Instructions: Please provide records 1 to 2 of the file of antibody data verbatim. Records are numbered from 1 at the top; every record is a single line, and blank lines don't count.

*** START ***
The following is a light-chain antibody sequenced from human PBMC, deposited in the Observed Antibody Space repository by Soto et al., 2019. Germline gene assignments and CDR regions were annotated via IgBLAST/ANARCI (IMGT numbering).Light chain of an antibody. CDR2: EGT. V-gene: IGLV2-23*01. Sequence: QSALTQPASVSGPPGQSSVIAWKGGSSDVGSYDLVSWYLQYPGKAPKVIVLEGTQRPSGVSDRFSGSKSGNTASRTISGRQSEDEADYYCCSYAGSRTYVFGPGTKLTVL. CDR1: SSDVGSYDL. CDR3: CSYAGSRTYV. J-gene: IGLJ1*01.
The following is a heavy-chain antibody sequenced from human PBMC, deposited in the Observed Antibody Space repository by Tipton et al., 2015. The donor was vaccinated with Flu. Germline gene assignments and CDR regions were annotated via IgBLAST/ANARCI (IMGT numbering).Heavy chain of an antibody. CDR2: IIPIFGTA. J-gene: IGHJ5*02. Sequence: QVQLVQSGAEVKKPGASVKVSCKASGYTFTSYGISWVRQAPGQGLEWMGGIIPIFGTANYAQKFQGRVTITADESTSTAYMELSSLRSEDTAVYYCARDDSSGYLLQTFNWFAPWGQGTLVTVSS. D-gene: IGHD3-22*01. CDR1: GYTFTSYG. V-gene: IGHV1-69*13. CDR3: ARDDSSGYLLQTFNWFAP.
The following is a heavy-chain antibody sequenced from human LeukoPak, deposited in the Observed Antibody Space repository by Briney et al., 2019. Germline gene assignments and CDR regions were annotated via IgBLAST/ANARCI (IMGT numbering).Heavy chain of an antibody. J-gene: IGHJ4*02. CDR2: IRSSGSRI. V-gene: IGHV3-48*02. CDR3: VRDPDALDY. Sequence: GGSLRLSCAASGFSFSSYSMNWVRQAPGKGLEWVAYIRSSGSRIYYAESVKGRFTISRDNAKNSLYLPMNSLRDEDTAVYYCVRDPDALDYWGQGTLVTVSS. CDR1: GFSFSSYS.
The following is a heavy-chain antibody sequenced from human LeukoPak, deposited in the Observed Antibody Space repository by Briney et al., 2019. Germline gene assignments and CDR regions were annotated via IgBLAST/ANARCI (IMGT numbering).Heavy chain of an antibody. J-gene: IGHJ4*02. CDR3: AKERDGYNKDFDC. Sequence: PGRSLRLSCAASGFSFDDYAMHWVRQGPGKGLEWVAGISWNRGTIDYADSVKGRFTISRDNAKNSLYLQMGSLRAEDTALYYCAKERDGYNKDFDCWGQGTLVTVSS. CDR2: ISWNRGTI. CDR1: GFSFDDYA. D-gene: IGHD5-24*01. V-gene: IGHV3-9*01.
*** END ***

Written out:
The following is a light-chain antibody sequenced from human PBMC, deposited in the Observed Antibody Space repository by Soto et al., 2019. Germline gene assignments and CDR regions were annotated via IgBLAST/ANARCI (IMGT numbering).Light chain of an antibody. CDR2: EGT. V-gene: IGLV2-23*01. Sequence: QSALTQPASVSGPPGQSSVIAWKGGSSDVGSYDLVSWYLQYPGKAPKVIVLEGTQRPSGVSDRFSGSKSGNTASRTISGRQSEDEADYYCCSYAGSRTYVFGPGTKLTVL. CDR1: SSDVGSYDL. CDR3: CSYAGSRTYV. J-gene: IGLJ1*01.
The following is a heavy-chain antibody sequenced from human PBMC, deposited in the Observed Antibody Space repository by Tipton et al., 2015. The donor was vaccinated with Flu. Germline gene assignments and CDR regions were annotated via IgBLAST/ANARCI (IMGT numbering).Heavy chain of an antibody. CDR2: IIPIFGTA. J-gene: IGHJ5*02. Sequence: QVQLVQSGAEVKKPGASVKVSCKASGYTFTSYGISWVRQAPGQGLEWMGGIIPIFGTANYAQKFQGRVTITADESTSTAYMELSSLRSEDTAVYYCARDDSSGYLLQTFNWFAPWGQGTLVTVSS. D-gene: IGHD3-22*01. CDR1: GYTFTSYG. V-gene: IGHV1-69*13. CDR3: ARDDSSGYLLQTFNWFAP.